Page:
Data networks and the Internet support the human network by supplying reliable communication between people. On a single device, people can use multiple applications and services such as email, the web, and instant messaging to send messages or retrieve information. Applications such as email clients, web browsers, and instant messaging clients allow people to use computers and networks to send messages and find information.
Data from each of these applications is packaged, transported, and delivered to the appropriate application on the destination device. The processes described in the OSI transport layer accept data from the application layer and prepare it for addressing at the network layer. The transport layer prepares data for transmission across the network. A source computer communicates with a receiving computer to decide how to break up data into segments, how to make sure none of the segments get lost, and how to verify all the segments arrived. When thinking about the transport layer, think of a shipping department preparing a single order of multiple packages for delivery.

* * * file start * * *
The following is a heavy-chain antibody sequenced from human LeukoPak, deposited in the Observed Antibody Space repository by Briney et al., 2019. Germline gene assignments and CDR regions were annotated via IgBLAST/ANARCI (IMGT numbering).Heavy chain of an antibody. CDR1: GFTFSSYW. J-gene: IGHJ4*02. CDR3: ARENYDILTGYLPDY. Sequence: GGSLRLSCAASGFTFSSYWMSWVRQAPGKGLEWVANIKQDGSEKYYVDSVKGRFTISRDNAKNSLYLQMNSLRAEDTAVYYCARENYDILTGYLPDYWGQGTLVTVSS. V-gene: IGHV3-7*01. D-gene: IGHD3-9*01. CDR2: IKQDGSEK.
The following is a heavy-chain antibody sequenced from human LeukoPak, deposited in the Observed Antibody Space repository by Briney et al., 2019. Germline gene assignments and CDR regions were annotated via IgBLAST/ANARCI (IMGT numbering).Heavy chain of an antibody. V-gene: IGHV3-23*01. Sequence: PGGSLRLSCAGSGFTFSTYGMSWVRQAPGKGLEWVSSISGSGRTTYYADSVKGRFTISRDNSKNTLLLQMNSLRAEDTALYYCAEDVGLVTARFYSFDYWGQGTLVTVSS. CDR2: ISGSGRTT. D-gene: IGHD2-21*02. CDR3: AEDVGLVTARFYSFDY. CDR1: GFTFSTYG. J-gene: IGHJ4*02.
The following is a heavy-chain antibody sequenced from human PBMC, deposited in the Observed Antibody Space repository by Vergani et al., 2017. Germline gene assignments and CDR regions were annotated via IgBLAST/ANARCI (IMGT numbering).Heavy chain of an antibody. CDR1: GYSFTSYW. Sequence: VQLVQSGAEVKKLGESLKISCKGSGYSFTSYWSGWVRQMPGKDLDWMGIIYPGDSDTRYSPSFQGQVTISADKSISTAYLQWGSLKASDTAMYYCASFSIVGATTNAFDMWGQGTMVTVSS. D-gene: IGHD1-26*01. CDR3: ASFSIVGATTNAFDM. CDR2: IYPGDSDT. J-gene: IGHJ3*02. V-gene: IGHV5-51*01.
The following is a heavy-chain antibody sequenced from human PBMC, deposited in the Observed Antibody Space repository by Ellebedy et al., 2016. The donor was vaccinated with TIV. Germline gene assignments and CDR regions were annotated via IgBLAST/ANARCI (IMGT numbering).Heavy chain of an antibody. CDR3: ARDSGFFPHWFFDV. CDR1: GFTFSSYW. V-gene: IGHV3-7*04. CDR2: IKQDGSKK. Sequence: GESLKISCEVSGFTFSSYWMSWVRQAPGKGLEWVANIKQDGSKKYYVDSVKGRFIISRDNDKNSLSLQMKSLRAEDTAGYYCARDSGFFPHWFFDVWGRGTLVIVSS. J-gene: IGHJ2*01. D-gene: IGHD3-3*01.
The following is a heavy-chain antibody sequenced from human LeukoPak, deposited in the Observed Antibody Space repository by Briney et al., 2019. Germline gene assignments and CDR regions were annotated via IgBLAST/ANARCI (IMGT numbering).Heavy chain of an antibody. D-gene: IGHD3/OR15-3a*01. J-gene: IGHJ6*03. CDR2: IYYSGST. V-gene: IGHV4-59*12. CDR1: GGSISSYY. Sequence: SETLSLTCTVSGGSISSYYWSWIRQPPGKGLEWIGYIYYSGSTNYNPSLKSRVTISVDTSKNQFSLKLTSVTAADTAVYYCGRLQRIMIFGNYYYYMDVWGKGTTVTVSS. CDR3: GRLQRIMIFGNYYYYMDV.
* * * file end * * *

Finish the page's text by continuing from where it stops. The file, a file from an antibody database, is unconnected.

In this chapter, we examine the role of the transport layer in encapsulating application data for use by the network layer. The transport layer also encompasses these functions:
- Enables multiple applications such as emailing and social networking to communicate over the network at the same time on a single device
- Ensures that, if required, all the data is received reliably and in order by the correct application
- Employs error handling mechanisms
Upon completion of this chapter, you will be able to:
- Explain the need for the transport layer.
- Identify the role of the transport layer as it provides the end-to-end transfer of data between applications.
- Describe the role of two TCP/IP transport layer protocols: TCP and UDP.
- Explain the key functions of the transport layer, including reliability, port addressing, and segmentation.
- Explain how TCP and UDP each handle key functions.
- Identify when it is appropriate to use TCP or UDP and provide examples of applications that use each protocol.